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Recession, Poverty, and the Recovery Act

Millions Are at Risk of Falling Out of the Middle Class

SOURCE: AP/Douglas C. Pizac

The middle class American dream is moving further out of reach for many families today.

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Download the full paper (pdf)

State-by-state tables: Additional people and children in poverty by 2010 without the recovery plan | Effect of select anti-poverty measures in the American Recovery and Reinvestment Act

The American economy is in a recession that is 14 months old, and the downturn appears to be growing deeper and more severe. Approximately 1.8 million Americans lost their jobs in the past three months alone—nearly 20,000 a day. It’s increasingly looking like “the worst recession since World War II” may be a best-case scenario.

The economic downturn means hard times for millions of Americans. If unemployment rates reach double-digits, as some economists fear, nearly 7 million people will lose their jobs, more than 7 million will lose their health coverage, and more than 12 million will fall into poverty.

The economic recovery legislation before Congress would cushion the blow for the most vulnerable families by cutting taxes and strengthening the safety net, while boosting the economy and creating jobs to make the middle class stronger and larger. Helping struggling families is not only the right thing to do in hard times; it is also one of the most cost-effective ways to fight the recession. Aid for low-income families generates five times more economic activity than aid for high-income families, according to some estimates, because these families are more likely to spend the money immediately on necessities rather than saving it.

Rising unemployment leaves millions of American families struggling

The six years of economic expansion before the recession began in December 2007 never reached millions of Americans. Thirty-seven million people were living in poverty in 2007—4 million more than when the economic expansion began in 2001. Real median household income grew by only 0.26 percent a year throughout the years of economic expansion, which kept income below 2000 levels. And nearly 7 million people lost their health insurance during that period.

Now the economy has turned sour. It has shrunk by 3.6 million jobs since the recession began 13 months ago. There are 11.6 million people out of work—the third-most since 1949. Leading indicators such as announced layoffs, inventories, and demand for temporary workers give no sign that job losses are beginning to slow. And the International Monetary Fund warns that the advanced economies may already be in a “depression.”

Signs of hard times are clear across the country. The number of homeless families is growing at double-digit rates in many cities. Demand for free and reduced price lunches in California has surged by 12 percent since last year—12 times the normal rise—and other school districts are seeing similar increases. In Miami, Florida, 1,000 job applicants stood in line for 35 firefighter positions, and in Hartford, Connecticut, 850 people applied for fewer than 50 jobs at a hotel and water park.

The economy could get far worse without quick action. The Congressional Budget Office projects that the unemployment rate could reach 9 percent in 2010. Some private sector forecasters are more pessimistic. Mark Zandi of Moody’s Economy.com expects the unemployment rate to exceed 11 percent in 2010 and the economy to lose nearly 7 million jobs.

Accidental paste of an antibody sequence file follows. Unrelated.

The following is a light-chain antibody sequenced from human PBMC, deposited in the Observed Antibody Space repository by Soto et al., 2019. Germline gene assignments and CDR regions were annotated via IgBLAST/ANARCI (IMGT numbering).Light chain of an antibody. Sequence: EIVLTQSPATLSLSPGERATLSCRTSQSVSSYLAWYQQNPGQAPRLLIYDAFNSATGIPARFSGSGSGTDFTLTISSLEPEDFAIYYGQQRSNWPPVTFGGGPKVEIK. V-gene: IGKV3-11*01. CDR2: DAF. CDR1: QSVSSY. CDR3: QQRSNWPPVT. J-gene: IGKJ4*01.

Rising unemployment rates mean that millions of families will struggle to make ends meet. Increases in poverty are sure to follow. As Figure 1 shows, unemployment and poverty rates have historically risen together.
Chart One

More than 12 million Americans are at risk. The number of people living in poverty will rise by 12.4 million by 2010—including 3.8 million children—if the unemployment rate reaches 11 percent, according to our analysis based on a methodology developed by the Center for Budget and Policy Priorities. And more than 7 million people will fall into deep poverty, living below half of the poverty line.

table one

Dramatic increases in poverty are consistent with past recessions. The number of people living in poverty grew by 9 million between 1979 to 1983, and it grew by 8 million between 1989 and 1993.

The weak job market will also raise the number of people without health insurance. A percentage-point increase in unemployment could raise the number of uninsured by 1.1 million. If unemployment rates rise according to Moody’s projections—increasing from 4.6 percent in 2007 to 11.1 percent in 2010—more than 7 million people will likely lose their health insurance.

The recovery package would help vulnerable and middle-class families

The American Recovery and Reinvestment Act would provide immediate assistance to help vulnerable families and prevent millions of middle-class Americans from falling into poverty. It would also stimulate the economy and create jobs, helping many additional families avoid poverty.

Tax cuts

The bill would cut taxes for low-income working families. It would expand the earned income tax credit—America’s largest anti-poverty program. The credit matches wages earned by low-income families, encouraging them to work and offsetting payroll taxes. Expanding the credit for families with three or more children would make nearly 1 million families eligible for the credit and give tax relief to a total of nearly 7 million.

It would also expand the child tax credit for the poorest working families, many of whom are ineligible for the credit today because their incomes are too low. By eliminating the income threshold, the House legislation would benefit 17 million children. The less generous Senate bill, which only lowers the eligibility threshold from $8,500 to $8,100, would provide significantly less help to fewer children.